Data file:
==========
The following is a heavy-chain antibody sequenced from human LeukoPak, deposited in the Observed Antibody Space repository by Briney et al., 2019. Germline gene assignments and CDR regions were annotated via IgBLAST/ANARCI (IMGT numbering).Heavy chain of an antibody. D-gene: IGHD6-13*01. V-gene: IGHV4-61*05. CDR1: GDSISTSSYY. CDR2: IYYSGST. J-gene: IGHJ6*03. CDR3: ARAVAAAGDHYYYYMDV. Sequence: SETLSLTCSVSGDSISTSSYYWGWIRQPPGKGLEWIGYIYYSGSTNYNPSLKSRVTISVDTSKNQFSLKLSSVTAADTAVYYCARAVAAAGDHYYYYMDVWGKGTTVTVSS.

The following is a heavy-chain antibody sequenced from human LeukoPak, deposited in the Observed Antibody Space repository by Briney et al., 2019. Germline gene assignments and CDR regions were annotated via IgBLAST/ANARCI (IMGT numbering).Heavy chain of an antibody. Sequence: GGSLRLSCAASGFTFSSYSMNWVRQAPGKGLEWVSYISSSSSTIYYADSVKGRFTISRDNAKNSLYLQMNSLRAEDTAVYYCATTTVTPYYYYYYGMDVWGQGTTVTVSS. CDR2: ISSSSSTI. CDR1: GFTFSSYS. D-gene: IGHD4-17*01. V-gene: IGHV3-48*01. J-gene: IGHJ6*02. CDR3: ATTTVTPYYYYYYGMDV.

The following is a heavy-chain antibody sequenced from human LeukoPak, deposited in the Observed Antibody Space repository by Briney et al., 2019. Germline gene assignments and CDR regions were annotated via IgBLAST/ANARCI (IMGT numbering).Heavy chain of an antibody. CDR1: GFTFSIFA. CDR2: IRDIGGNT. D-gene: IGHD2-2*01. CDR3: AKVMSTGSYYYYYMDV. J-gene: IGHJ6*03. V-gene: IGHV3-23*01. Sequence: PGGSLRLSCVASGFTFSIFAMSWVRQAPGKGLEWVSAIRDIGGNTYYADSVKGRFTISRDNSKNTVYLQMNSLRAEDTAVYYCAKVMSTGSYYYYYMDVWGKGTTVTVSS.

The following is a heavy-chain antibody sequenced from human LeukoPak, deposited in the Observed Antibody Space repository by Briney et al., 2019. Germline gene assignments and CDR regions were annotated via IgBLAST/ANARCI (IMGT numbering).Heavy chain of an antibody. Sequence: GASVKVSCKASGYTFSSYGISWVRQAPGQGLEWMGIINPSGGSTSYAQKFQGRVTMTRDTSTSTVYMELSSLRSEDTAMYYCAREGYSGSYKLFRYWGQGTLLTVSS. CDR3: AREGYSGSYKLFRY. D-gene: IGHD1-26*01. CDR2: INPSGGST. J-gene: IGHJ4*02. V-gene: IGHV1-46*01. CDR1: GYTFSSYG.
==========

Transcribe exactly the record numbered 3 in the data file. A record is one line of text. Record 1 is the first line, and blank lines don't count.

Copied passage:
The following is a heavy-chain antibody sequenced from human LeukoPak, deposited in the Observed Antibody Space repository by Briney et al., 2019. Germline gene assignments and CDR regions were annotated via IgBLAST/ANARCI (IMGT numbering).Heavy chain of an antibody. CDR1: GFTFSIFA. CDR2: IRDIGGNT. D-gene: IGHD2-2*01. CDR3: AKVMSTGSYYYYYMDV. J-gene: IGHJ6*03. V-gene: IGHV3-23*01. Sequence: PGGSLRLSCVASGFTFSIFAMSWVRQAPGKGLEWVSAIRDIGGNTYYADSVKGRFTISRDNSKNTVYLQMNSLRAEDTAVYYCAKVMSTGSYYYYYMDVWGKGTTVTVSS.